Baxter approves animated signs
BAXTER — Animated electronic signs gained Baxter City Council approval Tuesday but not without a last minute wrinkle.
Last week after extended discussion and input from the business community, the city’s planning commission recommended allowing animated electronic signs in the city.
The commission’s opinion did not follow city staff’s strong recommendation to eliminate moving signs. Staff recommended grandfathering in existing signs but requiring changes, citing the signs as traffic hazards among other concerns for looks and property value. However, Baxter granted 21 permits for those very same signs with changing messages and moving images dating back to 1996 even though the city ordinance prohibited them. At the planning commission meeting, Chairman Bob Kinzel said the city has been nice to the business community and hasn’t enforced the ordinance.
Tuesday, in the city council’s packet, the draft sign ordinance language continued to reflect the staff recommendation that images and messages must be static with an instantaneous or fading change between displays no faster than every three seconds.
Kendra Lindahl, the city’s planning adviser, said she reviewed countless ordinances in coming up with language for the city and recommended keeping language regulating light standards.
“We don’t want people to put a sign up and then find there is a problem later,” Lindahl said.
But there was confusion between the draft language and the actual motion from the planning commission.
Lisa Paxton, Brainerd Lakes Chamber, said the intent expressed by the planning commission members was to allow animated signs and scrolling, yet the draft language called for static signs. The planning commission was against blinking or flashing signs but was in favor of animation and signs that are able to change every three seconds.
Paxton said the ordinance as written wouldn’t allow for scrolling or animation.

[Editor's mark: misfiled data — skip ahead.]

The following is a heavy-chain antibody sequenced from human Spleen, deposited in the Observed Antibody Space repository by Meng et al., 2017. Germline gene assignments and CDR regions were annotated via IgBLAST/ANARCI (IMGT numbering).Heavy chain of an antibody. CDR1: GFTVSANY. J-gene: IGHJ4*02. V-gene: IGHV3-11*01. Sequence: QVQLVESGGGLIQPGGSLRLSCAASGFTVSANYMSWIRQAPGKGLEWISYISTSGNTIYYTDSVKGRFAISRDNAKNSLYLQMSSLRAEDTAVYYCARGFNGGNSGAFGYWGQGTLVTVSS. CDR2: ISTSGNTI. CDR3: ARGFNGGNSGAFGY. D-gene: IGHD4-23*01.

Steve Lund, planning commission member, also addressed the council, commending staff and fellow commissioners for the time devoted to this revision along with the business community. Lund said the city wants to have consistency in its main corridors.
The most important aspect the planning commission looked at was the animated digital signs, Lund said. He added there was a little ambiguity between the intent of the conversation was not captured in the draft ordinance presented Tuesday.
Lund said the commission felt the examples given of the waving flag or a dollar bill emerging from an ATM, were important to businesses in the city and not a safety issue in terms of distraction. The planning commission’s intent, Lund said, was to strike the static language and find animation was acceptable. Flashing or blinking messages were prohibited.
Mayor Darrel Olson said the planning commission previously talked about subtle or gradual animation. Lund replied such subjective terms may be difficult to define. And, thus, difficult to enforce.
Lindahl said the language reflected the actual motion from the commission but didn’t reflect the entire conversation.
Lindahl said staff suggested a slightly different language stating messages must be instantaneous or fading and scrolling or animation is permitted but cannot change for three seconds.
Paxton said she wasn’t sure what was accomplished if the images have to freeze for three seconds before it can change. Council member Mark Cross said the images could move but would have to there for three seconds before fading or snapping to the next image.
For example, a waving flag could not be on screen for 1.5 seconds and replaced by a dancing banana and then an animated ATM all within one three second duration. Lindahl said it was similar to what the planning commission wanted but staff felt it better addressed the concerns.
Council member Todd Holman said he liked the amendments and was most concerned with signs that appeared to simulate emergency vehicle patterns. Lindahl said the prohibition on flashing appeared to solve that issue. She said staff heard clearly from the planning commission they wanted animation and if the council also wanted to have it, this would allow movement but not allow fast shifts between images.
The council voted in favor of the revised sign ordinance.
The ordinance also states new and existing signs would have to meet brightness standards if possible. Lindahl said the city received complaints about digital signs, but added the complaints did not mention brightness.
The city’s revamped sign ordinance also addressed multi-business signs allowing businesses not on the main thoroughfare to have a shared presence even if they are on another parcel of land but within a half mile. Lindahl said the Home Depot multi-business sign is an example and originally triggered the creation of the ordinance. The multi-business sign language allows businesses on the backside of a property to be included so customers may more easily find them off the main highway. That’s different from a multi-tenant sign, which combines a number of businesses in the same shopping center into a single sign.
“I’m just afraid we are going to have a proliferation of signs we don’t want,” said Council member Jim Klein.
For visibility, signs must now allow for a triangle-shaped clearance allowing motorists to see on all sides. The sides of the triangle extend 30 feet from the intersection of the public right of way in either direction and signs must meet that setback.